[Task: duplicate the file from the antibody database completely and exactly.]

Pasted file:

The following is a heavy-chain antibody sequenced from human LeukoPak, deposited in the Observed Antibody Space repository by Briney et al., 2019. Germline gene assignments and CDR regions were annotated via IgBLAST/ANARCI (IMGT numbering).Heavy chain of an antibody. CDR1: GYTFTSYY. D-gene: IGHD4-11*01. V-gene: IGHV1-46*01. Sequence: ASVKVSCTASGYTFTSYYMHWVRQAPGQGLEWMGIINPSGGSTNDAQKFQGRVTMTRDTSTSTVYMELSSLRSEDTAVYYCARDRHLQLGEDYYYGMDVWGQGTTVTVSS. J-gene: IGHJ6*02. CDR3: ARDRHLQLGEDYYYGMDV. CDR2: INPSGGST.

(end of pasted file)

The following is a heavy-chain antibody sequenced from human LeukoPak, deposited in the Observed Antibody Space repository by Briney et al., 2019. Germline gene assignments and CDR regions were annotated via IgBLAST/ANARCI (IMGT numbering).Heavy chain of an antibody. CDR1: GYTFTSYY. D-gene: IGHD4-11*01. V-gene: IGHV1-46*01. Sequence: ASVKVSCTASGYTFTSYYMHWVRQAPGQGLEWMGIINPSGGSTNDAQKFQGRVTMTRDTSTSTVYMELSSLRSEDTAVYYCARDRHLQLGEDYYYGMDVWGQGTTVTVSS. J-gene: IGHJ6*02. CDR3: ARDRHLQLGEDYYYGMDV. CDR2: INPSGGST.